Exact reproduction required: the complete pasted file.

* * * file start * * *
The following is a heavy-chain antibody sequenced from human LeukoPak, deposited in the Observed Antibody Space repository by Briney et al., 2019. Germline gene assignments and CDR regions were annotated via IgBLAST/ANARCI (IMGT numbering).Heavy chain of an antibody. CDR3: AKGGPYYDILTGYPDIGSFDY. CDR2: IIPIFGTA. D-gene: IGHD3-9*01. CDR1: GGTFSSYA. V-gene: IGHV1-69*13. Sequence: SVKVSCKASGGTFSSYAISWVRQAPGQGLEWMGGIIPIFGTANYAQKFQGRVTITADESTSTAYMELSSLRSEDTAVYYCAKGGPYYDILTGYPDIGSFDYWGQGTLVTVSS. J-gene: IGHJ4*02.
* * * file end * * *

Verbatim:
The following is a heavy-chain antibody sequenced from human LeukoPak, deposited in the Observed Antibody Space repository by Briney et al., 2019. Germline gene assignments and CDR regions were annotated via IgBLAST/ANARCI (IMGT numbering).Heavy chain of an antibody. CDR3: AKGGPYYDILTGYPDIGSFDY. CDR2: IIPIFGTA. D-gene: IGHD3-9*01. CDR1: GGTFSSYA. V-gene: IGHV1-69*13. Sequence: SVKVSCKASGGTFSSYAISWVRQAPGQGLEWMGGIIPIFGTANYAQKFQGRVTITADESTSTAYMELSSLRSEDTAVYYCAKGGPYYDILTGYPDIGSFDYWGQGTLVTVSS. J-gene: IGHJ4*02.